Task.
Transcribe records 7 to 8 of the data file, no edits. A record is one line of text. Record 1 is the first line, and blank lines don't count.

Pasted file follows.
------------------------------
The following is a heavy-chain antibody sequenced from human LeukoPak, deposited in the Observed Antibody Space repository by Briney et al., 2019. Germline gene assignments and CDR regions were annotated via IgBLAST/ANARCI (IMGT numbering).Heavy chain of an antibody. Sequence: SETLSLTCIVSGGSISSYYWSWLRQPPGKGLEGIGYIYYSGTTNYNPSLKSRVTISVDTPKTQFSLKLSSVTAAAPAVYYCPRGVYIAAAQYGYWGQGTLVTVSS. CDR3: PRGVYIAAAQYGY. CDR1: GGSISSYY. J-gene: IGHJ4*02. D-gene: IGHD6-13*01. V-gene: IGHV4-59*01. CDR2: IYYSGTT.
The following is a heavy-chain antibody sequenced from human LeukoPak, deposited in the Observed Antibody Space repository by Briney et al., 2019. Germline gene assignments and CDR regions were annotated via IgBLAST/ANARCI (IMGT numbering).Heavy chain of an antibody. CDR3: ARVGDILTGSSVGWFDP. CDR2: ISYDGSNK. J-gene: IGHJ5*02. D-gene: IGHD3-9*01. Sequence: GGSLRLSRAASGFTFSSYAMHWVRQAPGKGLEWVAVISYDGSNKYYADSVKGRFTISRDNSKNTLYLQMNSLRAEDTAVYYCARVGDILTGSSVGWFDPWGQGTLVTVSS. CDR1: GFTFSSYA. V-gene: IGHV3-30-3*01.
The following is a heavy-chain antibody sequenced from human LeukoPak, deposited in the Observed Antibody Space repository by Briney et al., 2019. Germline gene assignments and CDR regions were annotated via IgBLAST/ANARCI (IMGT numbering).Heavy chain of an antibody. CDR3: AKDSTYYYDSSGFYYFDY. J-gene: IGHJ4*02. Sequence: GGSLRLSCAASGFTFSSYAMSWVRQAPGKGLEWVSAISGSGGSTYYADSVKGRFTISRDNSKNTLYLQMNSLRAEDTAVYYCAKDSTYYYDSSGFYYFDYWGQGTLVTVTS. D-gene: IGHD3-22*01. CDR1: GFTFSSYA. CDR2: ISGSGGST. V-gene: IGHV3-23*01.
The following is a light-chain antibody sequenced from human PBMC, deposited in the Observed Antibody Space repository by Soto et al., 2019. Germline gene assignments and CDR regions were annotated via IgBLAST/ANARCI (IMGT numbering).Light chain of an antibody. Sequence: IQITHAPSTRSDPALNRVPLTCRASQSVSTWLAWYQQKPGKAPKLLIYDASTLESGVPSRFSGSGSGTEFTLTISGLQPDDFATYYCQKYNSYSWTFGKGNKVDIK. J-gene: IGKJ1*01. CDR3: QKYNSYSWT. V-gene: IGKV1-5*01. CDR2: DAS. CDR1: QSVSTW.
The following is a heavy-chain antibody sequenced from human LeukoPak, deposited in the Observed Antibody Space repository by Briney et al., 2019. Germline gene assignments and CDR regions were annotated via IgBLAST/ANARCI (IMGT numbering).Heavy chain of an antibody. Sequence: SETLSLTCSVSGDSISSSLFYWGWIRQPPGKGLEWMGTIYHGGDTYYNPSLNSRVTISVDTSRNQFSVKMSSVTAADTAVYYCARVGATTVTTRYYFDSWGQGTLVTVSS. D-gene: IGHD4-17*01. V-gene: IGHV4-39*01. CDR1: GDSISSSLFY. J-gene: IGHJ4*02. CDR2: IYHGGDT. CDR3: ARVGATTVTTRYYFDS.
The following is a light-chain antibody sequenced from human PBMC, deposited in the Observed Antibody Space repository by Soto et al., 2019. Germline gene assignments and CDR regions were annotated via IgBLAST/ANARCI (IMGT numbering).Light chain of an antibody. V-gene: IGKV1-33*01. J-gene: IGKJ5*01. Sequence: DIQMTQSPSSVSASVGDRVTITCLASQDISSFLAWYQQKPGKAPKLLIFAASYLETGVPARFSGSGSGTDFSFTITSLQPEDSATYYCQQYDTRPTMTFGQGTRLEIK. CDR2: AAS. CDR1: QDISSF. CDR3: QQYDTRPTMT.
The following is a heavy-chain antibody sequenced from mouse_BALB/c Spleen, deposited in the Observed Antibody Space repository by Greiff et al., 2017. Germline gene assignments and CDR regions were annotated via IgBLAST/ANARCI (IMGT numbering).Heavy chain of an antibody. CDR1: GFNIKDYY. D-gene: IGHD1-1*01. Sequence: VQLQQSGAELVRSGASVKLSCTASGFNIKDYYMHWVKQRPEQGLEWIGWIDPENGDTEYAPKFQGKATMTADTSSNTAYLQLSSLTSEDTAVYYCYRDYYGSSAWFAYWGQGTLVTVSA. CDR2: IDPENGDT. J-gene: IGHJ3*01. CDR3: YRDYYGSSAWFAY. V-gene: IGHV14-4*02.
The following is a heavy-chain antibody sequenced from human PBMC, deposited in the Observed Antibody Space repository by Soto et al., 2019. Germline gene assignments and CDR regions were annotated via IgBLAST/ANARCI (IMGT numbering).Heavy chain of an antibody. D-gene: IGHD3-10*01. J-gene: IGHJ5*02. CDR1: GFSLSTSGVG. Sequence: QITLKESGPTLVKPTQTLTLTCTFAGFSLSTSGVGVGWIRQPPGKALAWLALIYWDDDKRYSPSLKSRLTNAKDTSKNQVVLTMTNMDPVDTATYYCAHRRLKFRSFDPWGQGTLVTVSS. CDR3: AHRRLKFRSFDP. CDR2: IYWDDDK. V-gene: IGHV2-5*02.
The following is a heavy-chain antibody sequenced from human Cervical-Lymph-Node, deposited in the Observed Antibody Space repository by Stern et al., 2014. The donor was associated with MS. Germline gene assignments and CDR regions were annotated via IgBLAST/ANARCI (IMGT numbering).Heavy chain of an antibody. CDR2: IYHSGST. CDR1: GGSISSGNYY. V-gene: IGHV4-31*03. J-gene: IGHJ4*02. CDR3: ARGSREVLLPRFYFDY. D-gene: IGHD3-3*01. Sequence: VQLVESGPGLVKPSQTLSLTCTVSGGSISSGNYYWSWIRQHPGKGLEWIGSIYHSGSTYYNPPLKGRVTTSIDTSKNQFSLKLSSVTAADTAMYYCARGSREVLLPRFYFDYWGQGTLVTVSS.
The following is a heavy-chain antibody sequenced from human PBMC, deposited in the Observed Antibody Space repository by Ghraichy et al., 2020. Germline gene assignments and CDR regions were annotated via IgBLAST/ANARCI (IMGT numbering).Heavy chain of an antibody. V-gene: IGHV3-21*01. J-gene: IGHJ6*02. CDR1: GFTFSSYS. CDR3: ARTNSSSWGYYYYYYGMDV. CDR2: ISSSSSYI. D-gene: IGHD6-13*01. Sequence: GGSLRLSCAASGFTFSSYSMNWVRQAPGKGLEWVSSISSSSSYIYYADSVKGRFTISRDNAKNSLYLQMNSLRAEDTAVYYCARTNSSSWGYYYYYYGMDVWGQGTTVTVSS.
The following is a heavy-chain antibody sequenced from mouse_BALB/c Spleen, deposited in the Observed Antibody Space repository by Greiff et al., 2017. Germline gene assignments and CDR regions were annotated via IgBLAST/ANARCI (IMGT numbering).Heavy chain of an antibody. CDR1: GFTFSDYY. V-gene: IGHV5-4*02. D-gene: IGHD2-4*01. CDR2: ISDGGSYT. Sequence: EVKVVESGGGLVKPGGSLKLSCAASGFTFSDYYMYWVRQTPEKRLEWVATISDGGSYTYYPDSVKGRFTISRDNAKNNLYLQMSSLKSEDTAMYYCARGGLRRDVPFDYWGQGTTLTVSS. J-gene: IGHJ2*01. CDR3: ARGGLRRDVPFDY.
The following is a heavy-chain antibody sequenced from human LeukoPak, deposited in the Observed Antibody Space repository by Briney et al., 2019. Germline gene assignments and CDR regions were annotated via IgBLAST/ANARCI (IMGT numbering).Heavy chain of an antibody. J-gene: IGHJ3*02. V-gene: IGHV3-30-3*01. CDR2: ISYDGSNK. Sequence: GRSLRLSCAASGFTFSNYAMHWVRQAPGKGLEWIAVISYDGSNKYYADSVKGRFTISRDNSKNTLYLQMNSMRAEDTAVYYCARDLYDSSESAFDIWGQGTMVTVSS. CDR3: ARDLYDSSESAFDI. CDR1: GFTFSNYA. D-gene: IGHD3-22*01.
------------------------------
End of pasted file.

The following is a heavy-chain antibody sequenced from mouse_BALB/c Spleen, deposited in the Observed Antibody Space repository by Greiff et al., 2017. Germline gene assignments and CDR regions were annotated via IgBLAST/ANARCI (IMGT numbering).Heavy chain of an antibody. CDR1: GFNIKDYY. D-gene: IGHD1-1*01. Sequence: VQLQQSGAELVRSGASVKLSCTASGFNIKDYYMHWVKQRPEQGLEWIGWIDPENGDTEYAPKFQGKATMTADTSSNTAYLQLSSLTSEDTAVYYCYRDYYGSSAWFAYWGQGTLVTVSA. CDR2: IDPENGDT. J-gene: IGHJ3*01. CDR3: YRDYYGSSAWFAY. V-gene: IGHV14-4*02.
The following is a heavy-chain antibody sequenced from human PBMC, deposited in the Observed Antibody Space repository by Soto et al., 2019. Germline gene assignments and CDR regions were annotated via IgBLAST/ANARCI (IMGT numbering).Heavy chain of an antibody. D-gene: IGHD3-10*01. J-gene: IGHJ5*02. CDR1: GFSLSTSGVG. Sequence: QITLKESGPTLVKPTQTLTLTCTFAGFSLSTSGVGVGWIRQPPGKALAWLALIYWDDDKRYSPSLKSRLTNAKDTSKNQVVLTMTNMDPVDTATYYCAHRRLKFRSFDPWGQGTLVTVSS. CDR3: AHRRLKFRSFDP. CDR2: IYWDDDK. V-gene: IGHV2-5*02.